Cirrus and water vapor in the tropical tropopause layer observed by Upper Atmosphere Research Satellite (UARS)

H. L. Clark, R. S. Harwood, A. Billingham, H. C. Pumphrey

Research output: Contribution to journalArticlepeer-review

Abstract / Description of output

The Microwave Limb Sounder (MLS) on Upper Atmosphere Research Satellite (UARS) is sensitive to water vapor and ozone in the lower stratosphere. The Cryogenic Limb Array Etalon Spectrometer (CLAES), another of the instruments on UARS, has a spatial and temporal coverage similar to that of MLS and can be used to indicate the presence of cirrus. We examine the relationships among water vapor, ozone, and cirrus in the tropical region at 68 and 83 hPa during December–February 1991/1992, an El Niño period. For most longitudes at 68 hPa, three-dimensional trajectories show that the cirrus form predominately in air which ascends slowly through the tropical tropopause layer. Cirrus form in air which has travelled a long way in the horizontal, in the westerly jet, before heading equatorward in subtropical anticyclones. In the Indonesian region, however, a greater proportion is found in air which is sinking than in air which is ascending. The western Pacific region sees the highest proportion of cirrus which may have been influenced by convection, and the possible contribution from convection is greater at 83 hPa than at 68 hPa. In cloudy regions, the air is likely to have a high relative humidity. Mixing ratios of ozone from MLS have a tendency to be lower, and this may indicate that ozone is destroyed on the ice particles that comprise the clouds.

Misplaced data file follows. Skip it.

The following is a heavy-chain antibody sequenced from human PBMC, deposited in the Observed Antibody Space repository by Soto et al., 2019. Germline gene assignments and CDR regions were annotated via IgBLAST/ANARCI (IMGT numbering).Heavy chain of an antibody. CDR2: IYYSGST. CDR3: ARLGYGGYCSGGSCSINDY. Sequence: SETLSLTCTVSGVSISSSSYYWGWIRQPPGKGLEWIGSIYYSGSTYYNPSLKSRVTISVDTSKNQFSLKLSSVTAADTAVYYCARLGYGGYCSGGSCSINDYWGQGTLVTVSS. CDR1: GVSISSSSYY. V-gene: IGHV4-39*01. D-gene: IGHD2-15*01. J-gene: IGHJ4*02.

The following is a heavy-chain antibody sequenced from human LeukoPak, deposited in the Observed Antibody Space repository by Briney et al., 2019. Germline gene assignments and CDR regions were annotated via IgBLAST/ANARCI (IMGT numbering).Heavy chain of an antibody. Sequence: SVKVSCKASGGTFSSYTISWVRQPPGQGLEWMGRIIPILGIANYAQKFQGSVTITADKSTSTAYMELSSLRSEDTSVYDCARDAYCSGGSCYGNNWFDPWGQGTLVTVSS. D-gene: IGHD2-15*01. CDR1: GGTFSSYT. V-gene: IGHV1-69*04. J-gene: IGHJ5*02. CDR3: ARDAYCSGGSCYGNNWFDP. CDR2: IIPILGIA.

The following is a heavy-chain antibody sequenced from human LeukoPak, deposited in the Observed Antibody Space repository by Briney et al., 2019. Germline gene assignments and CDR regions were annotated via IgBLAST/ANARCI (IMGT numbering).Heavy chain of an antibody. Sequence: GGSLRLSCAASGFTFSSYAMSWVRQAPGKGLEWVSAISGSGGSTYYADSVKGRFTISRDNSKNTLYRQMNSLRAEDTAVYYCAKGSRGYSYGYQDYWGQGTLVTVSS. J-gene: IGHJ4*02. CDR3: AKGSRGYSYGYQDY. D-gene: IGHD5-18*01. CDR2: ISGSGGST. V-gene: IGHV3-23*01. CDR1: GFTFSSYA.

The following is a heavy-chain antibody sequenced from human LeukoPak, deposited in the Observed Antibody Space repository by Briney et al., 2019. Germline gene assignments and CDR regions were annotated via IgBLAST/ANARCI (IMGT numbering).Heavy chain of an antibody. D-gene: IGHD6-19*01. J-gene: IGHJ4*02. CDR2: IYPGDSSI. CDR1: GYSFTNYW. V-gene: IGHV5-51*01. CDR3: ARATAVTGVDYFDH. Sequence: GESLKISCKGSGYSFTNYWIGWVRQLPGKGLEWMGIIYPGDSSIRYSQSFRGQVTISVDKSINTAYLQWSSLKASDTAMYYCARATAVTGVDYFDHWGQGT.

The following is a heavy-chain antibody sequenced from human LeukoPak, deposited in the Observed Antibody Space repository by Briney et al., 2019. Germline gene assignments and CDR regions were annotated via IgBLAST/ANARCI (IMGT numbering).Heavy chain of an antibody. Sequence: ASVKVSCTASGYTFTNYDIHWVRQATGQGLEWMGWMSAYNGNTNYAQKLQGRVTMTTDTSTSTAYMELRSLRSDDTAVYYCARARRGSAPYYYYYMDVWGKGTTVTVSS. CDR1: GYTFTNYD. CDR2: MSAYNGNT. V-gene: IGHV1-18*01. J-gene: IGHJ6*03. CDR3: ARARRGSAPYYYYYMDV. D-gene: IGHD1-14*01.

Original languageEnglish
Article numberACL 4
Pages (from-to)1-12
Number of pages12
JournalJournal of Geophysical Research: Atmospheres
Issue numberD24
Publication statusPublished - 27 Dec 2003


Dive into the research topics of 'Cirrus and water vapor in the tropical tropopause layer observed by Upper Atmosphere Research Satellite (UARS)'. Together they form a unique fingerprint.

Cite this